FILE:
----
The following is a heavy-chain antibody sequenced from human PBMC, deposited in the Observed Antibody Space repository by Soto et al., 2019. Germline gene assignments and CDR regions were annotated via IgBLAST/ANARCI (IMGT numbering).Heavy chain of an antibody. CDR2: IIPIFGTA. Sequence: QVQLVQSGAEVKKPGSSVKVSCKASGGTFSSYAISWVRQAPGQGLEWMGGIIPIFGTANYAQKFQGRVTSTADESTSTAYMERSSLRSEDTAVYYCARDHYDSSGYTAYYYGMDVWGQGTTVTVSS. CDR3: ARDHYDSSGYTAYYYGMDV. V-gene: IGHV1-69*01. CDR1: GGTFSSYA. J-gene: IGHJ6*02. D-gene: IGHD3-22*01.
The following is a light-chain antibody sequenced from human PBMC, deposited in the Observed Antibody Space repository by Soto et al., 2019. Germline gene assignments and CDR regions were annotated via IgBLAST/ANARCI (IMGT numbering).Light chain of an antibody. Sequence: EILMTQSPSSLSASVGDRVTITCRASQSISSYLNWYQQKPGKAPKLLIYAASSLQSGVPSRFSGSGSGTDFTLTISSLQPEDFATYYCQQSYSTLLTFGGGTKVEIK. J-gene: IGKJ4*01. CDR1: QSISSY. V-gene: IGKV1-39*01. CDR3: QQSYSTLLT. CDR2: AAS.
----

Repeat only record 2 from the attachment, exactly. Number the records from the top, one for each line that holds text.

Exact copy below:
The following is a light-chain antibody sequenced from human PBMC, deposited in the Observed Antibody Space repository by Soto et al., 2019. Germline gene assignments and CDR regions were annotated via IgBLAST/ANARCI (IMGT numbering).Light chain of an antibody. Sequence: EILMTQSPSSLSASVGDRVTITCRASQSISSYLNWYQQKPGKAPKLLIYAASSLQSGVPSRFSGSGSGTDFTLTISSLQPEDFATYYCQQSYSTLLTFGGGTKVEIK. J-gene: IGKJ4*01. CDR1: QSISSY. V-gene: IGKV1-39*01. CDR3: QQSYSTLLT. CDR2: AAS.